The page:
Congo / Qatar: Ashcroft Law Firm associate attorney Nathan Brennan has registered as a foreign agent on the firm’s accounts with the Democratic Republic of the Congo and Qatar.

Max Rayden, an account supervisor with Edelman, has registered to provide “PR/media relations support” for cryptocurrency trading platform BitMEX in the United States. The contract is with Seychelles-registered HDR Global Trading, which operates BitMEX.


The ​Association of the German Confectionery Industry has hired Arent Fox to lobby on the “imposition of tariffs on German confectionery products.” Former congressman Phil English, Republican of Pennsylvania, and Dan Renberg are registered to work on the account.

Second quarter filings are pouring in ahead of the July 20 deadline. We curate the relevant ones so you don’t have to.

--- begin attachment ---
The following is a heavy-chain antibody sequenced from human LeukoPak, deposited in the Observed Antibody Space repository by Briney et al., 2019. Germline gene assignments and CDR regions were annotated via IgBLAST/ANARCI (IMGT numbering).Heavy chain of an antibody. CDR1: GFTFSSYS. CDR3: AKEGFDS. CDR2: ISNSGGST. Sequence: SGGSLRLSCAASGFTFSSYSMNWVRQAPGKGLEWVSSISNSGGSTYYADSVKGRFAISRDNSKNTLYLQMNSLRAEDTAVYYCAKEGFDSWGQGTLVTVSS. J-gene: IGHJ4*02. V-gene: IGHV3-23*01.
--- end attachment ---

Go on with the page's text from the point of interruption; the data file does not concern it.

VantageKnight stopped lobbying for the Citgo Petroleum Corporation on May 20. The firm was paid $150,000 in the second quarter to lobby Congress, the White House and the departments of State, Energy and Treasury regarding the impact of Venezuela sanctions on the US refiner. A subsidiary of Venezuelan state oil company PDVSA, Citgo cut ties with its parent in early 2019 after the Donald Trump administration imposed sanctions on PDVSA to starve the Nicolas Maduro government of oil revenues. VantageKnight had been lobbying for Citgo since 2016. Firm founder and Democratic strategist Manuel Ortiz was the only lobbyist on the account.

US defense contractor Raytheon paid Democratic strategist Manuel Ortiz and his firm VantageKnight $50,000 in the second quarter of 2020. The firm lobbied Congress regarding ‘”congressional notification of proposed foreign military and direct commercial sales” and “U.S. defense cooperation with countries in Asia, Europe, the Americas, and the Middle East.” The Donald Trump administration is looking to end congressional review of arms sales following lawmakers’ failed 2019 attempt to block the sale of missile and other weapons to Saudi Arabia, the New York Times reported last month. Among the congressional concerns was a request by Raytheon to expand manufacturing in the kingdom. Separately, Raytheon terminated its in-house lobbying on April 4.